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Online learning continues to grow in popularity among college students, but some programs lack the engagement opportunities learners are looking for.
A June survey from McKinsey & Company found that, globally, two-thirds (65 percent) of students want part of their learning experience to take place online. Recorded class sessions and online study materials are particularly desired.
However, researchers found the primary reasons students did not enroll in online courses was because of engagement challenges. Many students say online programs are not motivating and they have been easily bored or more easily distracted. In addition, online programs do not provide adequate access to professors or opportunities to interact with their peers, students believe.
To make online programs more engaging to students, higher education should modify or develop courses to better serve students’ needs, according to the report.
The report found that in the U.S., students value asynchronous classes, online program structure and up-to-date content the most in their online courses. High-tech or expensive features like virtual reality, simulations or sophisticated visual content, on the other hand, are not ranked highly by respondents. Peer-to-peer learning, networking, academic success and nonacademic support also rank poorly among U.S. learners.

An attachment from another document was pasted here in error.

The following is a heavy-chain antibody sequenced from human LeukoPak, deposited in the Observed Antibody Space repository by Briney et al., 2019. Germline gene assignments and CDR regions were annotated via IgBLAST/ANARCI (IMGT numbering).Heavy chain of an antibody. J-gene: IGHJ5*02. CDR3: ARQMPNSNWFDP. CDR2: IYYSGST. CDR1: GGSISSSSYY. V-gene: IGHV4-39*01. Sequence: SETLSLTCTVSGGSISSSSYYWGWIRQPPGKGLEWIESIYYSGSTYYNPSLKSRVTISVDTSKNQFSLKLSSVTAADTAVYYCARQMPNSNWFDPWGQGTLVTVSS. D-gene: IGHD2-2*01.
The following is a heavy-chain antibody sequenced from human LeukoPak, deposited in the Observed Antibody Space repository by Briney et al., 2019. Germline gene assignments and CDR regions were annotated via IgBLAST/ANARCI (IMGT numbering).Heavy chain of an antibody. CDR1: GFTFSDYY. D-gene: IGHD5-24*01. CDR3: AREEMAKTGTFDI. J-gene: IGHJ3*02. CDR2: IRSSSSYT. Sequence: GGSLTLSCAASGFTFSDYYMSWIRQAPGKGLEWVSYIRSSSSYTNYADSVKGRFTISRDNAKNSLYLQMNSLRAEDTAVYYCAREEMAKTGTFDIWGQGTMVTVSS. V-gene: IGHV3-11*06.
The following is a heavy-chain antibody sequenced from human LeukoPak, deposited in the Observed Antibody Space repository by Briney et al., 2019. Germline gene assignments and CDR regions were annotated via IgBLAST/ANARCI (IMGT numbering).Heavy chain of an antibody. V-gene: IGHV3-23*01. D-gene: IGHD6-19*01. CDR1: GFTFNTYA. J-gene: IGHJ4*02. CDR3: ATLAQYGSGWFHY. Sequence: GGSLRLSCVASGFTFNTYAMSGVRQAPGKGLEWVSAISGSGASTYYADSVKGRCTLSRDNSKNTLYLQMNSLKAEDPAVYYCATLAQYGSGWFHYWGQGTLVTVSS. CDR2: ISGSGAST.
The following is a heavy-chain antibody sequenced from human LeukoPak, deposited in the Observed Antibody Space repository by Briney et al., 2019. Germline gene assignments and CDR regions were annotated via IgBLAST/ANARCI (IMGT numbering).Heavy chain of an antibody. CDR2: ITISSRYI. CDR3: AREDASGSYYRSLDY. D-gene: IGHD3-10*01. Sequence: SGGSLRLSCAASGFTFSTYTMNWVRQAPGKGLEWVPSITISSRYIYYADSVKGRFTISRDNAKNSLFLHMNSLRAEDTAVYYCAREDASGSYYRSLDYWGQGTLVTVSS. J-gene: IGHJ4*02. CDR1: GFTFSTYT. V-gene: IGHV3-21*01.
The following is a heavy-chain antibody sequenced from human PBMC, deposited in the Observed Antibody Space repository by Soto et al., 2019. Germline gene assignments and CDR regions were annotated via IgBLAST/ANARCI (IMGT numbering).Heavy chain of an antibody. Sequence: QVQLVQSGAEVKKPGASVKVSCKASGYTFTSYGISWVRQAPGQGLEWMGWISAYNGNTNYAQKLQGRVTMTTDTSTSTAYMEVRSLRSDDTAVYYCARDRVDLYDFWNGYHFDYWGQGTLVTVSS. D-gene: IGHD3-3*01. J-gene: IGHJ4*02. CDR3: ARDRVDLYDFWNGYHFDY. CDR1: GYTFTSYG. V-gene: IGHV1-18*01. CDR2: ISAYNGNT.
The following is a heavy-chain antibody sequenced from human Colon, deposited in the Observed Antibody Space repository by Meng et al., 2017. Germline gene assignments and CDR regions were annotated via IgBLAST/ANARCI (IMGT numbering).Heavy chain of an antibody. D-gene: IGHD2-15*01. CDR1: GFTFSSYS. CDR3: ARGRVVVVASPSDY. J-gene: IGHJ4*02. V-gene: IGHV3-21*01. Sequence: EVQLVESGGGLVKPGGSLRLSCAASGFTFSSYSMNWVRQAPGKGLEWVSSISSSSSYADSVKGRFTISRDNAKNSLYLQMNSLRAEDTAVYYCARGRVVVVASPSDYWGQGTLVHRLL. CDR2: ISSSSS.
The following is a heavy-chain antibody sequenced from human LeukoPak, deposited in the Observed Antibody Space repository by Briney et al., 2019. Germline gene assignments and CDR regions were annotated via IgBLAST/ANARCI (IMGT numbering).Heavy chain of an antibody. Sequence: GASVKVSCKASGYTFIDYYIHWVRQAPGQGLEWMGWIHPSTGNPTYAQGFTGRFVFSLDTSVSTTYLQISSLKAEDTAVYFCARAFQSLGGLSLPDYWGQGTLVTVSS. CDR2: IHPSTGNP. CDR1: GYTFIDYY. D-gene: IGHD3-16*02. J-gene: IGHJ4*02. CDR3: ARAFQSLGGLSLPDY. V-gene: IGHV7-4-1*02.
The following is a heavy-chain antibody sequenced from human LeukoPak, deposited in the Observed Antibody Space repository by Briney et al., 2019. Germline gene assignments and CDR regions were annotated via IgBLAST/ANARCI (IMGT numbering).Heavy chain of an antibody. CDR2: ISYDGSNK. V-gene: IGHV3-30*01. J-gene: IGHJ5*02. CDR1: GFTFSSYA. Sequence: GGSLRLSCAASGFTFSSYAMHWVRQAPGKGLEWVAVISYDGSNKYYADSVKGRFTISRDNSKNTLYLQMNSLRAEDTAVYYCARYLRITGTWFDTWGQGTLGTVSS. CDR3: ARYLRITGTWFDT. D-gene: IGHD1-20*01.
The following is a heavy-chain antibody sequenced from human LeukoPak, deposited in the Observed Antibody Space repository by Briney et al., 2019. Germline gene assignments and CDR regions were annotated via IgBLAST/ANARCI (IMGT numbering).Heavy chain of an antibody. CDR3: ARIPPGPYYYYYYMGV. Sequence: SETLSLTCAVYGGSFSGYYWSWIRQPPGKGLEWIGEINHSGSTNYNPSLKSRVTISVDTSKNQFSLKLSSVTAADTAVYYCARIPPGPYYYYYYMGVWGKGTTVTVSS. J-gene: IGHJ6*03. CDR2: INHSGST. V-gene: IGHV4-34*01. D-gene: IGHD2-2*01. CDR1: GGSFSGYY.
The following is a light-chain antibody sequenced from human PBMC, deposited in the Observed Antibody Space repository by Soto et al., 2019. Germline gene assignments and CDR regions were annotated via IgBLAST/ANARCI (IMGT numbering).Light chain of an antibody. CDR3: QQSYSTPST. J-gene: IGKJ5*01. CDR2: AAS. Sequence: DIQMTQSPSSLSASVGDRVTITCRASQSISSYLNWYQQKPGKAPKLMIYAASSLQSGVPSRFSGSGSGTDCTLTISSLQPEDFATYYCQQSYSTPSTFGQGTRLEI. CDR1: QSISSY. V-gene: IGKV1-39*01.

For institutions modifying online programs for learners, McKinsey researchers offered three suggestions to boost student satisfaction and engagement.
- Use data and benchmarking.
In developing an online program, higher education officials should prioritize student perspective and opinions. Institutional leaders should identify what types of students are more likely to enroll in online programs and solicit feedback about what works well or is challenging for those learners in current online offerings.
Internal collaboration can ensure the online program is hitting the important metrics like retention, completion and employment postgraduation.
- Think critically about changing features.
Because students did not indicate high levels of interest in expensive or differentiating elements, administrators should strategically evaluate which aspects of their program deserve enhancement. Researchers suggested higher education leaders consider alternatives and weigh the complexity and costs of changes against potential benefits and the value proposition of differentiating elements.
- Start with quick wins.
Colleges and universities should develop an action plan when making changes to online programs, starting with high-impact practices that are quick to implement without much investment and scaling up gradually over time. To do so, institutional leaders must weigh which processes can take place in-house versus which should be outsourced.
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